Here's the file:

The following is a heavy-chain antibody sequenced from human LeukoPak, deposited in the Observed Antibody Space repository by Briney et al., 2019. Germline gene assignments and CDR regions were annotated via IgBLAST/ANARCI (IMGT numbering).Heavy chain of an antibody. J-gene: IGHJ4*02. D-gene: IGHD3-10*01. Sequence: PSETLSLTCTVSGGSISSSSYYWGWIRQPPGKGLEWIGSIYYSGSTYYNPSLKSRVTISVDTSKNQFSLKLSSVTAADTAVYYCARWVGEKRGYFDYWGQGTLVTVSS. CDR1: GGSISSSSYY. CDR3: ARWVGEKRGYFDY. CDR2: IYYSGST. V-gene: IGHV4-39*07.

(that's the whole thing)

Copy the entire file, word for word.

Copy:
The following is a heavy-chain antibody sequenced from human LeukoPak, deposited in the Observed Antibody Space repository by Briney et al., 2019. Germline gene assignments and CDR regions were annotated via IgBLAST/ANARCI (IMGT numbering).Heavy chain of an antibody. J-gene: IGHJ4*02. D-gene: IGHD3-10*01. Sequence: PSETLSLTCTVSGGSISSSSYYWGWIRQPPGKGLEWIGSIYYSGSTYYNPSLKSRVTISVDTSKNQFSLKLSSVTAADTAVYYCARWVGEKRGYFDYWGQGTLVTVSS. CDR1: GGSISSSSYY. CDR3: ARWVGEKRGYFDY. CDR2: IYYSGST. V-gene: IGHV4-39*07.